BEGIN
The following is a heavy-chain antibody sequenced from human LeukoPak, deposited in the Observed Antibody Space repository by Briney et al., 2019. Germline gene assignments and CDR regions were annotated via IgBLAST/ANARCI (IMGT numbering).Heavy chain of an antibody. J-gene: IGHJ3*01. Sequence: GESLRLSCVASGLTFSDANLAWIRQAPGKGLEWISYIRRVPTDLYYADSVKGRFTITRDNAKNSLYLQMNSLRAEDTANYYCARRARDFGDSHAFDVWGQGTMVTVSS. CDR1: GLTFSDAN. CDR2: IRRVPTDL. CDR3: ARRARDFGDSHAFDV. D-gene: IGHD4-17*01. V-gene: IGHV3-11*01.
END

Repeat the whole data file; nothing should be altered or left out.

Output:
The following is a heavy-chain antibody sequenced from human LeukoPak, deposited in the Observed Antibody Space repository by Briney et al., 2019. Germline gene assignments and CDR regions were annotated via IgBLAST/ANARCI (IMGT numbering).Heavy chain of an antibody. J-gene: IGHJ3*01. Sequence: GESLRLSCVASGLTFSDANLAWIRQAPGKGLEWISYIRRVPTDLYYADSVKGRFTITRDNAKNSLYLQMNSLRAEDTANYYCARRARDFGDSHAFDVWGQGTMVTVSS. CDR1: GLTFSDAN. CDR2: IRRVPTDL. CDR3: ARRARDFGDSHAFDV. D-gene: IGHD4-17*01. V-gene: IGHV3-11*01.